Coloring Outside the Lines of Social Confines
Have you ever wondered how much control your role has in society? If life is like a coloring book, how far can a person actually color outside of the lines before a governing system returns your crayon-clenched hand back to the intended coloring surface? It’s a valid question; one that opens itself up in sociological and psychological and interconnects with history. Not to be mistaken for the question “how much control so you have over your destiny”, my first question focuses more on the historically-based societal-expectations have influenced present day standards, mannerisms, and connotations. Spoiler alert: I don’t have an exact answer, I’m in the process of learning it myself.
I was thrust into a journey through time for the source of my present day role by a most unlikely catalyst: the rhetorical triangle. Or, if more narrowly-focused, the concept of Audience. I’ve been taking a class called Understanding Rhetoric (which is as challenging as it sounds, but also more useful than I had initially given it credit for), when I realized that despite having learned the rhetorical triangle in high school, I really had no true understanding of audience. Although I had talked about composing adverting products to suit a client and commented on posters around campus that I thought were not particularly appealing in comparisons to others and why, I had trouble explaining what would have been a better idea for the client, and then why is would be better. My excuse was: “Well it’s hard to say what the audience will be most attracted to, since I’m not part of that audience.” My excuse was a cop-out and insupportable, because I couldn’t even explain why I, if I were an audience, would prefer one composition over another. “Because it does” isn’t a particularly strong answer.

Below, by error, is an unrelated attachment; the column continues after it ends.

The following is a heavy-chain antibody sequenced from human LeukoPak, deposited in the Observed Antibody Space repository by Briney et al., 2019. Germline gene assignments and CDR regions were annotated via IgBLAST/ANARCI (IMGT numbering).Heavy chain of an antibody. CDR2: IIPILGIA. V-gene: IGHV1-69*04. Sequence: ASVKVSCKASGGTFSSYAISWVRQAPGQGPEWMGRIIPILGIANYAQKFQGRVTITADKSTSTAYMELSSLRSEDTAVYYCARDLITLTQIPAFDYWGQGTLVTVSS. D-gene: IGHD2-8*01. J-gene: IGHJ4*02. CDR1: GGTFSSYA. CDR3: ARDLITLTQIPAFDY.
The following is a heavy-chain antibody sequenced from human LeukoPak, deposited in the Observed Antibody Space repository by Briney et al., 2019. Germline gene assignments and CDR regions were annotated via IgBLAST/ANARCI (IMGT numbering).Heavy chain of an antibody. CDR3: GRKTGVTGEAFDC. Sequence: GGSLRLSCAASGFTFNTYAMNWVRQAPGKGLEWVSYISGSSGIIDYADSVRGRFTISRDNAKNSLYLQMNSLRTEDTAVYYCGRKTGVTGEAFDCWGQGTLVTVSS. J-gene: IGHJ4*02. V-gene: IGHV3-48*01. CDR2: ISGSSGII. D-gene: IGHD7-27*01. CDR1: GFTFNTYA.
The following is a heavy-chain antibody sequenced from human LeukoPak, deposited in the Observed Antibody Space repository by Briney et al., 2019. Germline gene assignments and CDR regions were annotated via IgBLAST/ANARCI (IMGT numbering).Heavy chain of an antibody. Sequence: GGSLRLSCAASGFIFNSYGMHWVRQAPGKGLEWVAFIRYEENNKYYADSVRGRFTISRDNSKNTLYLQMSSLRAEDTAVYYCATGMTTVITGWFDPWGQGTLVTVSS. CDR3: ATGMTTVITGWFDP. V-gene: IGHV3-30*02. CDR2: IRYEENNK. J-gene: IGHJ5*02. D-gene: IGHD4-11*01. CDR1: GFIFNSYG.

Thus, the adventure into the land of rhetoricians and rules took place. To know the audience is to know the target. This knowledge enables the writer to adjust the strategy that will best relate to the audience their intended message. It’s obviously an important element to address when writing, but I’ve always pushed it off as a fill-in-the-blank that needs a name and not much thought. It is easy and thoughtless to take the word “audience” and replace it with a generalized title for your target. Is it really acceptable to say that you understand your audience on the basis that you handpicked them or because you are a part of that audience yourself? For me, the answer is no. Knowing the name of my audience meant nothing if I didn’t understand what they wanted, and to know what they wanted I’d have to look deeper. Keep in mind that while I’m being propelled by personal understanding, I’m also spending the majority of my week in a classroom setting.
Part of taking Understanding Rhetoric is reading the works of acknowledged rhetoricians or individuals who have further expanded the world of rhetoric (no kidding, right?). One such individual’s work I have read is a letter by Sarah Grimké to Mary S. Parker (the President of the Boston Female Anti-Slavery Society) in 1837. As I read Grimké’s observation on the behaviors by men and women that kept them in the socially constructed idea that women rights rubbed against divinity, I learned of my own comprehension of, or lack thereof, an audience that I had been born into, and that had been socially constructed before my birth.
I recognized through reading women writers in the past that the ladylike behaviors that I have been held to since birth as expectations were rooted in the same expected behaviors of the Grimké sisters. That isn’t to say that the present hasn’t grown from the past, but there are still a number of ideologies that are still preached under the expectation of “correct” behaviors, which had been intended to restrict society rather than accept it.
Please acknowledge that this isn’t a rant about freedom, this is a new understanding, on my part, that the actions in which I partake in as a member of a female audience were rooted in a historical context that I thought my generation had left behind. Without knowing the historical associations between the audience and the ideas, and without knowing the limitations on your audience role in society, the understanding of your audience is incomplete and flawed.